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    Hamilton (1988) applies a Markov switching model to U.S. short-term interest rate data and finds that this model fits the data better than a linear autoregressive model. Granger (1993) shows that the U.S. short-term interest rate depends in a nonlinear manner on the spread between long and short interest rates.
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    Anderson (1994)
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    provides additional evidence for the types of nonlinear effects reported in Granger. Kozicki (1994) finds asymmetry in the form of differing responses to positive and negative shocks.
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    Granger (1993) shows that the U.S. short-term interest rate depends in a nonlinear manner on the spread between long and short interest rates. Anderson (1994) provides additional evidence for the types of nonlinear effects reported in Granger.
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    Kozicki (1994)
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    finds asymmetry in the form of differing responses to positive and negative shocks. Naik and Lee (1993) and Das (1993) link the nonlinearities to changes in economic regimes and stochastic jumps, respectively.
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    Anderson (1994) provides additional evidence for the types of nonlinear effects reported in Granger. Kozicki (1994) finds asymmetry in the form of differing responses to positive and negative shocks.
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    Naik and Lee (1993) and Das (1993)
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    link the nonlinearities to changes in economic regimes and stochastic jumps, respectively. Finally, Pfann, Schotman, and Tscherning (1996) explore the scope of nonlinear dynamics in short-term interest rates and its implications for the term structure.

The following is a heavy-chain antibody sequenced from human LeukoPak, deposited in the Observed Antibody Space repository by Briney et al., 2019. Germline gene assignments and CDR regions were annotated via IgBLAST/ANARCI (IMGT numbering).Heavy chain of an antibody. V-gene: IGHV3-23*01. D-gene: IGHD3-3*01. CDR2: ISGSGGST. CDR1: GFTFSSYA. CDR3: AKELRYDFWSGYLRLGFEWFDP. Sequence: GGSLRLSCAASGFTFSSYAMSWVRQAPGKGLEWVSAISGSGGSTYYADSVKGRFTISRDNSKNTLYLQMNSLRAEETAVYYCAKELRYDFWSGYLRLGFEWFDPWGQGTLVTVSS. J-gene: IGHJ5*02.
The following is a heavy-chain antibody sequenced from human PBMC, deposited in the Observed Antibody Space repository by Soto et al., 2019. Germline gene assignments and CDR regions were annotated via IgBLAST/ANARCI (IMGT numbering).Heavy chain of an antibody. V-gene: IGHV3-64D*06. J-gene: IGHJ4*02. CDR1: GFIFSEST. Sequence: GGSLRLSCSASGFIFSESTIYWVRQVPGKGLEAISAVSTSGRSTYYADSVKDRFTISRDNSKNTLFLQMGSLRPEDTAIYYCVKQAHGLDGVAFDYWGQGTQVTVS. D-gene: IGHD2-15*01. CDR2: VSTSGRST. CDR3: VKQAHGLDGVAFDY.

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    approaches, our nonparametric approach does not impose any specific type of nonlinearity in the estimation process but, instead, lets the data determine a suitable regression function. Therefore, the nonparametric approach avoids the parametric-model selection problem and allows for a wider array of nonlinear behavior. Following
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    Diebold and Nason (1990),
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    we use the locally weighted regression method (henceforth LWR), a nonparametric estimation method, to model nonlinearities in mean returns of the 90-day U.S. T-bill rate. We measure the forecasting accurancy of our LWR model using both root mean square error (RMSE) and mean absolute deviation (MAD) criteria.
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    The Locally Weighted Regression (LWR) Method We attempt to uncover nonlinear relationships in the 90-day T-bill rate using the nonparametric locally weighted regression (LWR) method. LWR is a nearest-neighbor (NN) estimation technique, first introduced by
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    Cleveland (1979) and
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    further developed by Cleveland and Devlin (1988) and Cleveland, Devlin, and Grosse (1988). It is a way of estimating a regression surface through a multivariate smoothing procedure, fitting a function of independent variables locally and in a moving-average manner.